Yet, from those spots the odds for high pick are very low and the team might still need one more decent building block-type pick. Therefore, it might be tempting to sell high on a vet or two, develop the youth and lose more games. This is another dilemma Troy will need to weigh properly.

Is next season really about the season after, financially speaking?

After next season, the Pistons could have around $50 millions in cap space. Good enough to sign a max free agent and change. And among possible 2022 free agency class, we can find such players as: Stephen Curry (unrestricted), Bradley Beal (player option), Jimmy Butler (player option), Kawhi Leonard (unrestricted), Julius Randle (unrestricted), Aaron Gordon (unrestricted), Zach LaVine (unrestricted), Terry Rozier (unrestricted), T.J. Warren (unrestricted), Norman Powell (unrestricted), Montrezl Harrell (unrestricted), Thomas Bryant (unresricted), Jaren Jackson Jr. (restricted), Mo Bamba (restricted), Wendell Carter Jr. (restricted), Shai Gilgeous-Alexander (restricted), Miles Bridges (restricted), Michael Porter Jr. (restricted), Mitchell Robinson (unrestricted). Adding one of those guys, especially stealing away someone on the younger end of the spectrum surely can push a young, well-structured and developed team over the hump.

The cap space scheduled for next offseason can also be used to trade for a star player, which significantly enlarge the scope of possibilities.

Speaking of trades, Motown will also need to decide what to do with Jerami: can he be a part of the core of young up and coming team or it’d be better to move him for some younger talent?

However, this offseason, in turn, Detroit will have some of its own intriguing players hitting free agency. Dennis Smith Jr., Frank, Hami and Saben’s contracts have ended. Handing them new ones would cut to the sum available for the next offseason.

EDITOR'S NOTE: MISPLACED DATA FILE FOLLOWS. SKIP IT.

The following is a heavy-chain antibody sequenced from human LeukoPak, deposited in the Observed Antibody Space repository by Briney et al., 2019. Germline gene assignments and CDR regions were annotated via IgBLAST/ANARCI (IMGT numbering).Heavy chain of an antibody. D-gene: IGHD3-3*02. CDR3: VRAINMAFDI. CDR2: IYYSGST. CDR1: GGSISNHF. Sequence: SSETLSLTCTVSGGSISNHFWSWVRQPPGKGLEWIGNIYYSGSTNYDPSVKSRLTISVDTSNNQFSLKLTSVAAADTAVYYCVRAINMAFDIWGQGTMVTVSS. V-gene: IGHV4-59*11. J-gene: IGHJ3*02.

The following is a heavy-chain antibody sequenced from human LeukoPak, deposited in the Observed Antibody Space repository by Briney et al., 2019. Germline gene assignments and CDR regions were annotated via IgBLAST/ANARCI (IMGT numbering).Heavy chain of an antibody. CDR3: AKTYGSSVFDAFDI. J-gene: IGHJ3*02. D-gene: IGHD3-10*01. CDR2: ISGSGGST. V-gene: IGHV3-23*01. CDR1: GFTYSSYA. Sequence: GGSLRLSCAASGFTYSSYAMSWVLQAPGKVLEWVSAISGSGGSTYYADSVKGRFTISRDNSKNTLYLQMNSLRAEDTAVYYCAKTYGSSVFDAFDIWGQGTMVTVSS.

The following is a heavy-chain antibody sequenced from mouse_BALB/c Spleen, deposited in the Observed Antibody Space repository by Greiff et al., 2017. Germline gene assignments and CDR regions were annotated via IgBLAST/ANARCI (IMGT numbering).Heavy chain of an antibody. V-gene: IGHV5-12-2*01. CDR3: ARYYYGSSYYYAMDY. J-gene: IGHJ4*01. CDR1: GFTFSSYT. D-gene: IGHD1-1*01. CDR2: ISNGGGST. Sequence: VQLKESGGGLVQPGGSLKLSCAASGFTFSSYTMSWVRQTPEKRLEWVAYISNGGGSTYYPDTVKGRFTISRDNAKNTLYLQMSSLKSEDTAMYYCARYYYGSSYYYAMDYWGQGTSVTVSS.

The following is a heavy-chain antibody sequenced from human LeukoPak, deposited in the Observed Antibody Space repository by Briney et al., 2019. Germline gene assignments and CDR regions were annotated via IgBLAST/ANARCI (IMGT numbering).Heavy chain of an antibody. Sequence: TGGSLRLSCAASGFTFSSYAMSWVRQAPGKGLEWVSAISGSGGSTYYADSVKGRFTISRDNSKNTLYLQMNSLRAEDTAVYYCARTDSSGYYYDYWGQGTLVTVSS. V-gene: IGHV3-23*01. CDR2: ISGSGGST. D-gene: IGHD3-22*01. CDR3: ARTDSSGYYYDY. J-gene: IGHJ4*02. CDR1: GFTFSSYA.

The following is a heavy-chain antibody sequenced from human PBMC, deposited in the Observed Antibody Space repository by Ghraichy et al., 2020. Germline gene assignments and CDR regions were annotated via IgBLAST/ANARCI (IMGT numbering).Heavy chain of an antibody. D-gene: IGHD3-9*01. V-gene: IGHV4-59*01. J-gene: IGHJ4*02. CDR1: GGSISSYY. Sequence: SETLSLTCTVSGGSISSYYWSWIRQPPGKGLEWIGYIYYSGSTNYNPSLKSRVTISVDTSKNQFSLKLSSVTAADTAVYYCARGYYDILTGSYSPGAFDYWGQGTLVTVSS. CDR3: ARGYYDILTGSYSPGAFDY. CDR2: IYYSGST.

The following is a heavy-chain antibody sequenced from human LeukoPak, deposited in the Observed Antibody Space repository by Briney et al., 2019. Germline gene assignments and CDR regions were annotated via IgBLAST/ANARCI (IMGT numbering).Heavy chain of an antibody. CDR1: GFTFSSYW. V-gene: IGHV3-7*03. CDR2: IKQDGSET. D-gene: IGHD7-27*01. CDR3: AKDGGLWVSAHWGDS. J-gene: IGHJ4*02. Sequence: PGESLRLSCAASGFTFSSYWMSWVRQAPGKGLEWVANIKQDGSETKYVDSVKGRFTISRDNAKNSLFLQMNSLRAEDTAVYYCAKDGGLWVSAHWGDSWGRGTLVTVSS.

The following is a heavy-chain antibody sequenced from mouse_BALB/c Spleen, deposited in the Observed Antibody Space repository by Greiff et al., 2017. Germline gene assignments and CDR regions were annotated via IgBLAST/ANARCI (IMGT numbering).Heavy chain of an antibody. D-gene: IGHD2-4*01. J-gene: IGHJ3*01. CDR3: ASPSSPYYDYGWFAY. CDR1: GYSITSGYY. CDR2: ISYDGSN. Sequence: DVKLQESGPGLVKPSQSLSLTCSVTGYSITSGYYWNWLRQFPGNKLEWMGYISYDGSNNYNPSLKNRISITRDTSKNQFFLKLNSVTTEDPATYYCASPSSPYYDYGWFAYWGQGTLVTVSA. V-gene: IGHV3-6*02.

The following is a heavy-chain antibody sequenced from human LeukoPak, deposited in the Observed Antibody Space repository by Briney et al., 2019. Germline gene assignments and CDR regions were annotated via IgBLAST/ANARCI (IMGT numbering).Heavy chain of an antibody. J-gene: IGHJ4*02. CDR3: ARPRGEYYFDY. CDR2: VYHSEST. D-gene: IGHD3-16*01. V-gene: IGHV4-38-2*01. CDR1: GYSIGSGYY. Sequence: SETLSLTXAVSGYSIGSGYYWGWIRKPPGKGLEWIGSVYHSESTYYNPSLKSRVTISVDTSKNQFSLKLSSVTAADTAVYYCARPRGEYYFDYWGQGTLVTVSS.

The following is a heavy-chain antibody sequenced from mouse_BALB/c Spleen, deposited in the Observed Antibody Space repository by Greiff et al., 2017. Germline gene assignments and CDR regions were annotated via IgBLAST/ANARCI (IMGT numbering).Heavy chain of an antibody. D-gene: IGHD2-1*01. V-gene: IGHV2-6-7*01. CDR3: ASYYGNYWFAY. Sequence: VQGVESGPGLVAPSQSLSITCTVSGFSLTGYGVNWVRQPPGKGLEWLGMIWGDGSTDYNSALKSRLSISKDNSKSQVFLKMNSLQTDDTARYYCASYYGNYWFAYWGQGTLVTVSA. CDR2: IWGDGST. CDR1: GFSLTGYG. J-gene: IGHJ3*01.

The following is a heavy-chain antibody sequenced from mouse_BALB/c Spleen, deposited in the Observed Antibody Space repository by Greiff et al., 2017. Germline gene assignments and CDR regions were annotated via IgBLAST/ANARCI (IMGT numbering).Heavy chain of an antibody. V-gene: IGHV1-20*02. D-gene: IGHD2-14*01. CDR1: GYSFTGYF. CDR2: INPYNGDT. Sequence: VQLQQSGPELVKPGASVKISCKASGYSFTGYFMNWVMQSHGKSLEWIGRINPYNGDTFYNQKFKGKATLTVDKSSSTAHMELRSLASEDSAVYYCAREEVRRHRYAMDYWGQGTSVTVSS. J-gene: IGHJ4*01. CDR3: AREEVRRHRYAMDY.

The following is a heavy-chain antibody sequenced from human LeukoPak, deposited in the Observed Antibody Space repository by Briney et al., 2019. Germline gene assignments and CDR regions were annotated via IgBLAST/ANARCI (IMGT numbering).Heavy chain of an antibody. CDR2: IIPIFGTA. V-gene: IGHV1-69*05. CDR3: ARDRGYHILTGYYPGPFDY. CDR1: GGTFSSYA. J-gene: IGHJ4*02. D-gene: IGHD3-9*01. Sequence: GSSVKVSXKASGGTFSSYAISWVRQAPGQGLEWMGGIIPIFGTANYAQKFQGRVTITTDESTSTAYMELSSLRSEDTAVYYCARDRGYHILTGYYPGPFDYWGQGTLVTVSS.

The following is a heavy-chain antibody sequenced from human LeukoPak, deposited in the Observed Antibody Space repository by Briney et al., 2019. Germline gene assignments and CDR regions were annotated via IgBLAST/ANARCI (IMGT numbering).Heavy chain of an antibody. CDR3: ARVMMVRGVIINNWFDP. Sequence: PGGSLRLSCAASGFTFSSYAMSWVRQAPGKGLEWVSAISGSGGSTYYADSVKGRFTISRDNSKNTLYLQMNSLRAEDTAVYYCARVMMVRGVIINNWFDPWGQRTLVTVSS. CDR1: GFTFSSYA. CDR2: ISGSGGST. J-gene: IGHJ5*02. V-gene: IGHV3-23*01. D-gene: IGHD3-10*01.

So Troy will have to make a decision which pool of talent will better serve Pistons future and invest the money accordingly.

What seemingly minor move can make a difference?

These big-time decisions will need to go hand in hand with seemingly less spectacular ones. There will be some free agents, trades and draft picks accessible that would yield proper pieces to round out the squad.

Troy will have to keep an eye on all of them and be able to take advantage of an opportunity whenever it appears. The organization has been focused on flexibility for a few seasons now, and Weaver hasn’t been shy about using it and creating even more of it.

Weaver can’t be so focused on the big moves he has in mind that he loses sight of the little things that nudge a franchise forward. Maybe by drafting with this year’s second round picks Sandro Mamukelashvili or Isaiah Jackson or E. J. Onu (or all of them), maybe by bringing in someone like Bol Bol, maybe by signing Marvin Bagley as a reclamation project, maybe … I’m sure you have your ideas for what Troy can do with that.

So the future of the Detroit Pistons might look bright but a lot still needs to be done to actualize it. It was fun to watch Troy working to prepare the ground for it, may watching him building on that ground be no less fun.